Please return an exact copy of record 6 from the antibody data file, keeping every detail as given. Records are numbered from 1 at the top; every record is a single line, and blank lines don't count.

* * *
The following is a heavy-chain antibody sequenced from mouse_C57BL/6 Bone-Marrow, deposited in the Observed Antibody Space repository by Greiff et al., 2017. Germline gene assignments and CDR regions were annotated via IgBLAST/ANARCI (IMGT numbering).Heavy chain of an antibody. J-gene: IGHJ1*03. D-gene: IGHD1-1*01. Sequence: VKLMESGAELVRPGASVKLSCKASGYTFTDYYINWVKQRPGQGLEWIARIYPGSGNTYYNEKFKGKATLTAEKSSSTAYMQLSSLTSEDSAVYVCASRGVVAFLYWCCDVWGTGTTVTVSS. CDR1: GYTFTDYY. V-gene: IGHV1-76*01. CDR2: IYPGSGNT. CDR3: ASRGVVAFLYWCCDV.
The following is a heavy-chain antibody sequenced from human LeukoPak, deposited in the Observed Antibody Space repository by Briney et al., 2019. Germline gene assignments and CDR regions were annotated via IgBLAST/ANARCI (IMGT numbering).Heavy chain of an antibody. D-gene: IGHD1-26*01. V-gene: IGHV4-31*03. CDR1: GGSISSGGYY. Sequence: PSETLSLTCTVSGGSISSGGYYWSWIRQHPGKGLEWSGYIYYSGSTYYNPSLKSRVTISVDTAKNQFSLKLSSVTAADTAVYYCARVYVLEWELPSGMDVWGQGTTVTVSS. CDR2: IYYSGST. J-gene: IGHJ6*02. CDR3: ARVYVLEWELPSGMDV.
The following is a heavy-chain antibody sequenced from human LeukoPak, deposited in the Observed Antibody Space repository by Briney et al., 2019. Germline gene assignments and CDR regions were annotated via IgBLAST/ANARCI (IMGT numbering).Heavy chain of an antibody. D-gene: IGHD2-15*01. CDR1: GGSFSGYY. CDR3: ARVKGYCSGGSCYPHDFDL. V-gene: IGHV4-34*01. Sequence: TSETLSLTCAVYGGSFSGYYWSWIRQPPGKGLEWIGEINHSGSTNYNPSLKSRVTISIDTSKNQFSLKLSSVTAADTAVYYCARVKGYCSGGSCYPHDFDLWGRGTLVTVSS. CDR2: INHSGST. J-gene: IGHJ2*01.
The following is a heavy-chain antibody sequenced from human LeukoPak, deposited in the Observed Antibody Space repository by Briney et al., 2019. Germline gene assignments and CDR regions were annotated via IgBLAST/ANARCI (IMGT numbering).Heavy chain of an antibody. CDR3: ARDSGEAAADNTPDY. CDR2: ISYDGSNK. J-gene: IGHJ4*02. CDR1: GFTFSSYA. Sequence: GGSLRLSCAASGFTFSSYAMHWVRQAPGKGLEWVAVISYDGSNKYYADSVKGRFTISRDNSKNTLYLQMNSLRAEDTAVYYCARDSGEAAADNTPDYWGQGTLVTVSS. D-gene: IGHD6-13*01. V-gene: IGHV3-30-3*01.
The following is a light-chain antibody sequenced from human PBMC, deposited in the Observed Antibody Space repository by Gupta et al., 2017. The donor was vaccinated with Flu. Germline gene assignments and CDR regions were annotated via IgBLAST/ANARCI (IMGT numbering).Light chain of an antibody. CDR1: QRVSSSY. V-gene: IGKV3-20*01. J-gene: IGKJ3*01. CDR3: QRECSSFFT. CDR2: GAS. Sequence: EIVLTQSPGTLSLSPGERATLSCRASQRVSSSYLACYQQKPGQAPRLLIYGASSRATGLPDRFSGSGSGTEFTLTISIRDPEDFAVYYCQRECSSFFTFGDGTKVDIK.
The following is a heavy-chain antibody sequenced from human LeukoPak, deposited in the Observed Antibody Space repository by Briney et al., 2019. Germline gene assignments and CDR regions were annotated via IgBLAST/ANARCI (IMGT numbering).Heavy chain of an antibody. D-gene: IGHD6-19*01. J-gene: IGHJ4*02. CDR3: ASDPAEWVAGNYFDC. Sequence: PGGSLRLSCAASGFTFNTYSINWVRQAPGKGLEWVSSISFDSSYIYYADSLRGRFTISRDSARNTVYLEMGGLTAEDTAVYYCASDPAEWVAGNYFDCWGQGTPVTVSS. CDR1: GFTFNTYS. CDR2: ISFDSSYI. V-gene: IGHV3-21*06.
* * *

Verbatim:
The following is a heavy-chain antibody sequenced from human LeukoPak, deposited in the Observed Antibody Space repository by Briney et al., 2019. Germline gene assignments and CDR regions were annotated via IgBLAST/ANARCI (IMGT numbering).Heavy chain of an antibody. D-gene: IGHD6-19*01. J-gene: IGHJ4*02. CDR3: ASDPAEWVAGNYFDC. Sequence: PGGSLRLSCAASGFTFNTYSINWVRQAPGKGLEWVSSISFDSSYIYYADSLRGRFTISRDSARNTVYLEMGGLTAEDTAVYYCASDPAEWVAGNYFDCWGQGTPVTVSS. CDR1: GFTFNTYS. CDR2: ISFDSSYI. V-gene: IGHV3-21*06.